Risk assessment

Risk assessment for DPPC.

Assessing the level of risk present in abusive situations is the most important activity of investigators and oversight officers at the Disabled Persons Protection Commission (DPPC). Risk assessment is a term used for the process in which a hotline worker, oversight officer or investigator gather data to determine whether or not an individual is safe or likely to be harmed in the near future.

Every report made to the DPPC Hotline is assessed for risk to the alleged victim and other individuals involved. The relative level of risk to an individual is determined by gathering and analyzing information during the intake and investigation processes. The intake worker, oversight officer and investigator, along with their supervisor, determine the reliability and importance of evidence and how each piece of information interrelates with other evidence. The total circumstance is examined, and by compiling a comprehensive and reliable profile of facts, an understanding of the risk present in situations is developed.

In addition to experience and training, an important tool used by DPPC staff to assess risk is the DPPC Risk Assessment Form. The DPPC Risk Assessment Form is located in the DPPC Intake Database. This form provides investigators and oversight officers with a quantitative evaluation of the risk present in a situation based on the available information. Completing this form helps to focus attention on the important issues in a situation that pertains not only to the alleged victim but also the alleged abuser and location of the abuse and helps guide investigators and oversight officers in their development of a strategy to protect the individuals involved in a situation.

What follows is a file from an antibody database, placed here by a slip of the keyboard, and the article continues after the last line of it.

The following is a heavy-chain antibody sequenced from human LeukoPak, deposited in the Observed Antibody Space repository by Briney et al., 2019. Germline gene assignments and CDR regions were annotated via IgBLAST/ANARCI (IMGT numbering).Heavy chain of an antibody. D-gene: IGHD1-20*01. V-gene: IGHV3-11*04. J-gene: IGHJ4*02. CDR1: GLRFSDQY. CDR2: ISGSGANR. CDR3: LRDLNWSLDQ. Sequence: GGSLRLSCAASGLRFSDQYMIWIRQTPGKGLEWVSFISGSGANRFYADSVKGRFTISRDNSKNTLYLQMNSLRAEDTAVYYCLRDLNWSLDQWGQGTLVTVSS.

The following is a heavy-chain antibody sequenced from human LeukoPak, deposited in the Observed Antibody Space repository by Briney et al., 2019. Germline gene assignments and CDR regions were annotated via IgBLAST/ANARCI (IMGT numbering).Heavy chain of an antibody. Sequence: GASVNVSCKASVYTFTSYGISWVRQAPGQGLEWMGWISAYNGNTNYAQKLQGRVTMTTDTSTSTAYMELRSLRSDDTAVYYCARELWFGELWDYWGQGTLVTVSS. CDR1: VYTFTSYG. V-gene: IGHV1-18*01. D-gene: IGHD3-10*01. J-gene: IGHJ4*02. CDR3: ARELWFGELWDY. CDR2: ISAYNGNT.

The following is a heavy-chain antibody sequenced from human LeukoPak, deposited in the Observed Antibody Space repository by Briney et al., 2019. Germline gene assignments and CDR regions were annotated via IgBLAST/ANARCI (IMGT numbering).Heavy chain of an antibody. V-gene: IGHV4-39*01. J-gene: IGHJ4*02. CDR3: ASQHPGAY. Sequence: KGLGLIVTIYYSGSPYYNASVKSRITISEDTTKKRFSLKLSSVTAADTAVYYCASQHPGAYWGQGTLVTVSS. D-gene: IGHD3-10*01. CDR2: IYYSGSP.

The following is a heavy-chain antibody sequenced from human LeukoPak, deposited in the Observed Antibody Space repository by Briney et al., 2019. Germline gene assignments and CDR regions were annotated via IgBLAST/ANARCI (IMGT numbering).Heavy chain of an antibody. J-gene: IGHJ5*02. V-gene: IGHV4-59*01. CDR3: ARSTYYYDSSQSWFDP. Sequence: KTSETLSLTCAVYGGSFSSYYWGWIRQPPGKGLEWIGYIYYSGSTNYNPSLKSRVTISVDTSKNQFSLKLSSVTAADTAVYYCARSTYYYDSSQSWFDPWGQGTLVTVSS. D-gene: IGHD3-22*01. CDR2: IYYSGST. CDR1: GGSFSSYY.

Risk assessments are not considered a one-time determination. Risk is re-assessed every time a new piece of information becomes available. Oversight activities continue throughout the investigation process and until the oversight officer is provided with sufficient information that the victim is no longer at risk, a case remains open. Contact with investigators and the service providing agency continues both during and after the completion of the investigation.